Temperature acclimation of leaf respiration differs between marsh and mangrove vegetation in a coastal wetland ecotone

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Temperature acclimation of leaf respiration (R) is an important determinant of ecosystem responses to temperature and the magnitude of temperature-CO2 feedbacks as climate warms. Yet, the extent to which temperature acclimation of R exhibits a common pattern across different growth conditions, ecosystems, and plant functional types remains unclear. Here, we measured the short-term temperature response of R at six time points over a 10-month period in two coastal wetland species (Avicennia germinans [C3 mangrove] and Spartina alterniflora [C4 marsh grass]) growing under ambient and experimentally warmed temperatures at two sites in a marsh–mangrove ecotone. Leaf nitrogen (N) was determined on a subsample of leaves to explore potential coupling of R and N. We hypothesized that both species would reduce R at 25°C (R25) and the short-term temperature sensitivity of R (Q10) as air temperature (Tair) increased across seasons, but the decline would be stronger in Avicennia than in Spartina. For each species, we hypothesized that seasonal temperature acclimation of R would be equivalent in plants grown under ambient and warmed temperatures, demonstrating convergent acclimation. Surprisingly, Avicennia generally increased R25 with increasing growth temperature, although the Q10 declined as seasonal temperatures increased and did so consistently across sites and treatments. Weak temperature acclimation resulted in reduced homeostasis of R in Avicennia. Spartina reduced R25 and the Q10 as seasonal temperatures increased. In Spartina, seasonal temperature acclimation was largely consistent across sites and treatments resulting in greater respiratory homeostasis. We conclude that co-occurring coastal wetland species may show contrasting patterns of respiratory temperature acclimation. Nonetheless, leaf N scaled positively with R25 in both species, highlighting the importance of leaf N in predicting respiratory capacity across a range of growth temperatures. The patterns of respiratory temperature acclimation shown here may improve the predictions of temperature controls of CO2 fluxes in coastal wetlands.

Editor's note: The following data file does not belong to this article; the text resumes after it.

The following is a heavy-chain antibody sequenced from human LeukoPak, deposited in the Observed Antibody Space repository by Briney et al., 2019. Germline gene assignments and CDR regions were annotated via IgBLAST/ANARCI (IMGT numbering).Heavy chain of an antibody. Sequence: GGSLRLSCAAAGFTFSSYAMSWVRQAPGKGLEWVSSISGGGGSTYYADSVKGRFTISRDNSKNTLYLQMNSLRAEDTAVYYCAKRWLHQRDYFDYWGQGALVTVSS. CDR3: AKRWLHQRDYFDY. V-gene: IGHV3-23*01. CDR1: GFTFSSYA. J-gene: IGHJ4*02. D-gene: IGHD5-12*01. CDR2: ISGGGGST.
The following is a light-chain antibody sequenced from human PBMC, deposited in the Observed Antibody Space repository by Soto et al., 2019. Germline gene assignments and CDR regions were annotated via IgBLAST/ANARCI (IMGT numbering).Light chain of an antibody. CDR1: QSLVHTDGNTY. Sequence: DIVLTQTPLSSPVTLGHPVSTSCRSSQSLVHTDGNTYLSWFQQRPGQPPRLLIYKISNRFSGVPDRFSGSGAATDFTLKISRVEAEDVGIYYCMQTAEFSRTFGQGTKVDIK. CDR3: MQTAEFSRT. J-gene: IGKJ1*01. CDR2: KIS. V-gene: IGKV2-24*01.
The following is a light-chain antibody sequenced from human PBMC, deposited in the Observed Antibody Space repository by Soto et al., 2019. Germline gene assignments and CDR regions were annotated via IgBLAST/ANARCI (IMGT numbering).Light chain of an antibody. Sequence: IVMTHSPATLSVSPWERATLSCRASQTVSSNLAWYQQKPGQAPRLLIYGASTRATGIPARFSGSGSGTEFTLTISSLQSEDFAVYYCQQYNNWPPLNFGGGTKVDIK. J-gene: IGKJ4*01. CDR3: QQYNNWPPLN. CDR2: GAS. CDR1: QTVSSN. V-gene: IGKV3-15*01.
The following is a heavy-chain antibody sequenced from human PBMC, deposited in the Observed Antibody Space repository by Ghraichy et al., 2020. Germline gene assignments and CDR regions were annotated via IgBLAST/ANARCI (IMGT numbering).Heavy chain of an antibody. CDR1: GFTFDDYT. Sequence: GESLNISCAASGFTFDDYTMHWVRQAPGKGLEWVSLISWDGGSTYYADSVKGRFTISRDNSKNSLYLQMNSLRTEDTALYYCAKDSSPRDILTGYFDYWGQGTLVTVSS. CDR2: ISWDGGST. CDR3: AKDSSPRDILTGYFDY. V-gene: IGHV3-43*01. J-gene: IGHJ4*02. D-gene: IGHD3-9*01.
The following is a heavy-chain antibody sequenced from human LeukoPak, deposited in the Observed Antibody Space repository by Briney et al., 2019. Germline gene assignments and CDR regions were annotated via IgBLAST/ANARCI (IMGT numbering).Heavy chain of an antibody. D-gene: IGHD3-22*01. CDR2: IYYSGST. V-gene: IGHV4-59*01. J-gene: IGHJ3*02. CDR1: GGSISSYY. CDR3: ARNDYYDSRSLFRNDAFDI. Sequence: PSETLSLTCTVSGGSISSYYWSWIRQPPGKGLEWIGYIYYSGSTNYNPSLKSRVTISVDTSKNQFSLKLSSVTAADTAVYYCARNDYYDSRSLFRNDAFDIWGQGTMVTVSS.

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DOI: 10.1111/gcb.15938